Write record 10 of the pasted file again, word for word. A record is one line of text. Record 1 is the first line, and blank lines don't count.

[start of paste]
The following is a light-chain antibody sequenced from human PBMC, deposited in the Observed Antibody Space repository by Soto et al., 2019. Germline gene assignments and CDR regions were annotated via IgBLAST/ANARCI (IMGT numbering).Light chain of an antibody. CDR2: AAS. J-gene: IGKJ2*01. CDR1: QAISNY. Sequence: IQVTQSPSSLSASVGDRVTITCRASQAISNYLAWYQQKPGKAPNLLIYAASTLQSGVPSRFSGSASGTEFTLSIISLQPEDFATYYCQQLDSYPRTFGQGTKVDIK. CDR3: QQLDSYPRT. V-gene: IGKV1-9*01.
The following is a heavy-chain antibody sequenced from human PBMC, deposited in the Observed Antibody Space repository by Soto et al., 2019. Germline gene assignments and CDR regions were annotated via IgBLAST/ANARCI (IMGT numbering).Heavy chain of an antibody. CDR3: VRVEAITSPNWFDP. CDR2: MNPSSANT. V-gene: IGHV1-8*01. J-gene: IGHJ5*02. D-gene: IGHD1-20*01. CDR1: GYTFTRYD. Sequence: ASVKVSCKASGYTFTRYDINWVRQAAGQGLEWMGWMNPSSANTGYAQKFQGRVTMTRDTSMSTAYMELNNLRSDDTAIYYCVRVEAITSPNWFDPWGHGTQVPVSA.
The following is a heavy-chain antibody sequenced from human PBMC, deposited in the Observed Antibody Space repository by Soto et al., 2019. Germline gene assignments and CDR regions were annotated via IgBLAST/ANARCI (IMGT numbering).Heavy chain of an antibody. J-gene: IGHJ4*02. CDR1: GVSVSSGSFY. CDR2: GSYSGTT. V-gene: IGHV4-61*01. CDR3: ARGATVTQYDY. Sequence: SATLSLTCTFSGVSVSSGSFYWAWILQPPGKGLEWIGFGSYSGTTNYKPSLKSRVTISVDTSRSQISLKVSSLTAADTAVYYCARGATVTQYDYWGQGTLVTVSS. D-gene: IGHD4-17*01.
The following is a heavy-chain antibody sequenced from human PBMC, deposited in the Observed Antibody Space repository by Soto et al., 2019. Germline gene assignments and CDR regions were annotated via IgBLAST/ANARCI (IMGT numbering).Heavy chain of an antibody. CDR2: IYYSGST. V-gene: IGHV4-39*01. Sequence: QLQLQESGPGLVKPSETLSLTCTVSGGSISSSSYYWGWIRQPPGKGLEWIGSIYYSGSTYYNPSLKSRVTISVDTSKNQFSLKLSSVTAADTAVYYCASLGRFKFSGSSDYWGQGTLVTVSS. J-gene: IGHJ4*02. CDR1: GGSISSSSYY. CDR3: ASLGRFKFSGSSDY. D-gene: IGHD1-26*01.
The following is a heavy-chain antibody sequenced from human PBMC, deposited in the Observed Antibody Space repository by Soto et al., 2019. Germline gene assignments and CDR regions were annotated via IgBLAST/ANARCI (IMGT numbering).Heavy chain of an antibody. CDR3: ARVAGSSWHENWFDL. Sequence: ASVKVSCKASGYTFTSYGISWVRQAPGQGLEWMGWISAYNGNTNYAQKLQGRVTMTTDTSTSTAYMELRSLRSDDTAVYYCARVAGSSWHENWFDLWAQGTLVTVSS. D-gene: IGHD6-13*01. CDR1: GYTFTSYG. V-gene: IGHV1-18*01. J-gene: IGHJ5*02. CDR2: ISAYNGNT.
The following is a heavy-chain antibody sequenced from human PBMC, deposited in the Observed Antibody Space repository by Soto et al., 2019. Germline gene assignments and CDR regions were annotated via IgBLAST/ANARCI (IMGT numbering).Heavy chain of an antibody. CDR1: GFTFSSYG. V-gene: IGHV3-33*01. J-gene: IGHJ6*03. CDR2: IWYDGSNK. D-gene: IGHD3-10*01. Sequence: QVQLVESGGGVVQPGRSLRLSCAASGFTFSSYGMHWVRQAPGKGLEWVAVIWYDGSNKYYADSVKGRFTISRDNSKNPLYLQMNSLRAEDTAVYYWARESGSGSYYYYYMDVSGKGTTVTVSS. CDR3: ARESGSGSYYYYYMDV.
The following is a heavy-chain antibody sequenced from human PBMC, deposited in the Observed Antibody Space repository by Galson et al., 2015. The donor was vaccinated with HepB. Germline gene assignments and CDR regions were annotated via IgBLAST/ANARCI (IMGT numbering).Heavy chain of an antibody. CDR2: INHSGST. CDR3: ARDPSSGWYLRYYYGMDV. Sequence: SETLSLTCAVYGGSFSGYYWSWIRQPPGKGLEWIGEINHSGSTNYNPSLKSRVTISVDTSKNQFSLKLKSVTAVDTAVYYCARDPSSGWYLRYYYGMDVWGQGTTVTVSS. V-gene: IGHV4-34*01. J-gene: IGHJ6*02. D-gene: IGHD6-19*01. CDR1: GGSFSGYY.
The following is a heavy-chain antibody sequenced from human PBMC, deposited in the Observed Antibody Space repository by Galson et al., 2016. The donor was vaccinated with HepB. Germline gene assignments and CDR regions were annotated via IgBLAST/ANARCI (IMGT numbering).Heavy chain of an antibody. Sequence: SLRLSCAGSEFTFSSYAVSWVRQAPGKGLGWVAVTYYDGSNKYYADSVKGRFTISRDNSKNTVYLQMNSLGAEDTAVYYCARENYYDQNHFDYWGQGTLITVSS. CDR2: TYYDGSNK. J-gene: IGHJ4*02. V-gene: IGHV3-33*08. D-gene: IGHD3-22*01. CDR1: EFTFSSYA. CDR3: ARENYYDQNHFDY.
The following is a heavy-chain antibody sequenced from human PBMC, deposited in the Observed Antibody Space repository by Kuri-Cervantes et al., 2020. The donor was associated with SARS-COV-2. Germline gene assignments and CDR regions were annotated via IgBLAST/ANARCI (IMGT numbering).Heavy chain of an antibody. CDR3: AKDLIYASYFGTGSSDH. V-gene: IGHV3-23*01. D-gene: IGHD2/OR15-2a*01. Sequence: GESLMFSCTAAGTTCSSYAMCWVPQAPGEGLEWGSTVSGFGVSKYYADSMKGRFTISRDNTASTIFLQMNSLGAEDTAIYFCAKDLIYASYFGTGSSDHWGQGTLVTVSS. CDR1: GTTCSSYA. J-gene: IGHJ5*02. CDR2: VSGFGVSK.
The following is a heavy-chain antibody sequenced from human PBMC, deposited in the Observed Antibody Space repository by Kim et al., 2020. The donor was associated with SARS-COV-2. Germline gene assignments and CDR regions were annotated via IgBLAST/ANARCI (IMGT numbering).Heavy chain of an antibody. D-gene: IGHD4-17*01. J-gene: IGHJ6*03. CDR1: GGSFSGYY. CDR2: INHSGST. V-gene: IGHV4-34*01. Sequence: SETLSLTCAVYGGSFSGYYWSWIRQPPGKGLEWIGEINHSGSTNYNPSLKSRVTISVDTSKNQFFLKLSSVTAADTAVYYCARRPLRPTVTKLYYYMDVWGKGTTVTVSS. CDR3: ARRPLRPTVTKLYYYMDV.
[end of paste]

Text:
The following is a heavy-chain antibody sequenced from human PBMC, deposited in the Observed Antibody Space repository by Kim et al., 2020. The donor was associated with SARS-COV-2. Germline gene assignments and CDR regions were annotated via IgBLAST/ANARCI (IMGT numbering).Heavy chain of an antibody. D-gene: IGHD4-17*01. J-gene: IGHJ6*03. CDR1: GGSFSGYY. CDR2: INHSGST. V-gene: IGHV4-34*01. Sequence: SETLSLTCAVYGGSFSGYYWSWIRQPPGKGLEWIGEINHSGSTNYNPSLKSRVTISVDTSKNQFFLKLSSVTAADTAVYYCARRPLRPTVTKLYYYMDVWGKGTTVTVSS. CDR3: ARRPLRPTVTKLYYYMDV.